What is a passive home, and what does it have to do with environmental sustainability? A passive home or passivaus in German, is a house (any building can be passive with the correct planning) that is specifically made to be highly energy efficient, have a dramatically reduced carbon footprint, and a requirement of little to no extra energy for heating or cooling.

This idea began in the 90’s in Germany and quickly became more than just an idea. Two years after the two pioneers, Bo Adamson and Wolfgang Feist, had the first conversation about this idea, they had already built a set of four row houses in Darmstadt, Germany with the help of Bott, Ridder and Westermeyer architectural firm. This first set of row houses surpassed any expectation at the time, with energy costs being 80% less than standard houses built the same year. This is also when the Passive House Institute was created, which has helped spread the concept.

Instead of relying on the energy grid for power, a passive house uses the sources of energy surrounding it, such as sunlight, body heat, wind-power, ground heat (geo-thermal) and even the energy released in everyday activities such as cooking, cleaning and using appliances to heat in the winter and cool in the summer. The defining equipment in any passive home is the mechanical ventilation system. Since these homes have to be airtight, they need to be able to let in fresh air for occupants and release old air containing noxious gases and CO2.

The building envelope in these structures is truly remarkable; the walls are filled with extra thick insulation to minimize any chance of thermal bridging (heat loss). The windows are infra-red reflecting, vacuum sealed, triple glazed, triple pained and finally pumped full of the noble (colorless) gas, argon. This gas is heavier than air and acts as a better insulation against heat from solar radiation. The awnings on these homes are built to take advantage of the lower sunlight in the winter, and the higher sunlight in the summer. In some cases, the homes are so energy efficient that they sell extra energy from solar panels to the city or county energy grid; in fact, they get paid to do this. One builder in Germany, Rolf Disch, has built a set of homes that earn, on average, $5,075 per year. Typical homes in this area of Germany spend $4,500 and up on energy. Such a saving can really make an impact on a homeowner’s annual income and yearly spending. The positive aspect of saving money is enough for most people but for the more environmental conscious, the reduction in their carbon footprint is almost indomitable.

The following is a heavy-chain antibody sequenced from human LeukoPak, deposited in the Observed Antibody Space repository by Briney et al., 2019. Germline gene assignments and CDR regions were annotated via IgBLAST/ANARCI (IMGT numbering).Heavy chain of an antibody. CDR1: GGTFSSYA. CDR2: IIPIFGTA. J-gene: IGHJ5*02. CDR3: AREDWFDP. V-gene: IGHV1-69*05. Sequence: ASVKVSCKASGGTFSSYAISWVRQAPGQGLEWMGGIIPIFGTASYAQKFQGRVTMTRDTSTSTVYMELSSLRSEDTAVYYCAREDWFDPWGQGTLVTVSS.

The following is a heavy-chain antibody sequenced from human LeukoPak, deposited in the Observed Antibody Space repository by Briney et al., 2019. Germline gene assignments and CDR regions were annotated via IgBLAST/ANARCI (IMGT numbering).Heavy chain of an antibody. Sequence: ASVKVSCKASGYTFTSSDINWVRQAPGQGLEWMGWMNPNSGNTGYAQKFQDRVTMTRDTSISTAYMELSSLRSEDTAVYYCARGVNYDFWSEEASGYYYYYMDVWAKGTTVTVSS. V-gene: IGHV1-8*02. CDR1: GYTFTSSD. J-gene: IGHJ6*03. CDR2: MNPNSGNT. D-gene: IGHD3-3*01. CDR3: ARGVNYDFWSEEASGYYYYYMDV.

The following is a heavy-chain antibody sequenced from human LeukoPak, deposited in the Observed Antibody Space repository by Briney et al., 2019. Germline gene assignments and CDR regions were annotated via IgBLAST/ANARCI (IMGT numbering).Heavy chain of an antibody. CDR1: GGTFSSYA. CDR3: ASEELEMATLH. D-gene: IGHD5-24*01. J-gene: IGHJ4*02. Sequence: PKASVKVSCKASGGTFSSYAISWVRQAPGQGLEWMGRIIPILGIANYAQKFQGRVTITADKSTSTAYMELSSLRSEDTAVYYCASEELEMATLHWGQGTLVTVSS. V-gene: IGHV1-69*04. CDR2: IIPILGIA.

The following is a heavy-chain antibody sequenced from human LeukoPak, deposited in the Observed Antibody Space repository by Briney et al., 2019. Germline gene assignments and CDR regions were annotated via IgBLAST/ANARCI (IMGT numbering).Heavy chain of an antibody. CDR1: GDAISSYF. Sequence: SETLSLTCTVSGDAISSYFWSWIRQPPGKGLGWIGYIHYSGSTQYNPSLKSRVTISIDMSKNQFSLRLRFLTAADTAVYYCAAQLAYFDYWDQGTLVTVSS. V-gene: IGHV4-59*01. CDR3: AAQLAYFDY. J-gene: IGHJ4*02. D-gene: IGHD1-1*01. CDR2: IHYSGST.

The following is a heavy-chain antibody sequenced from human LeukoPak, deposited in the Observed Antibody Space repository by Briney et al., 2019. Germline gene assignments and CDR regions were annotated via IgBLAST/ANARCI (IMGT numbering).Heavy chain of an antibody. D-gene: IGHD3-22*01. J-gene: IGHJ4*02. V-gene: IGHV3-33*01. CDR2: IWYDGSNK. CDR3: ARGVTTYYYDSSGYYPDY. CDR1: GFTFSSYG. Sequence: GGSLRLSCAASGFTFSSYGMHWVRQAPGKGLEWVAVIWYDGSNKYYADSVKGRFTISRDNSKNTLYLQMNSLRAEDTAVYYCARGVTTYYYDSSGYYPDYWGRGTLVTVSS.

In 2010, there were over 25,000 certified passive homes in Europe , but only 13 of these homes in the US. The vast majority of passive houses have been built in German-speaking countries and Scandinavia. However, in the last two years, the amount of passive homes in the US has nearly quadrupled, due to higher energy costs and the stimulus packages that have been made available for “green building” through the Obama administration. The International Passive House Institute also provides additional information, as the US branch of Passive House. We hope this trend continues, as the homes are more energy efficiency that Energy Star and LEED certified homes – though these, too, are a great step in the right direction.


Crowdsourcing competitions that help the environment April 22, 2012

In the spirit of joining the collective effort for a healthier planet in celebration of Earth Day (April 22) ,we have rounded up three crowdsourced competitions that will get your creative juices flowing.  Crowdsourcing, if you are unfamiliar, is a way to achieve a goal or get work done by opening up the task to a wide group of people, such as all employees in a company or the entire online community.  By sharing our inspiration, we can help each other dream up even better ways to achieve a sustainable world.

The latest challenge was recently announced by EMC in partnership with the Environmental Defense Fund and InnoCentive and supported by Popular Science.  They are looking for new ways for electronic waste (e-waste) to be tracked from collection points to the final disposal or dispersal.  There are possible multiple awards available with the top winner taking home at least $5,000 and possibly $10,000.  The deadline is June 3, 2012.  More details are available at the InnoCentive website.  Check out InnoCentive’s offerings and services while you are there.  They have made crowdsourced competitions their business.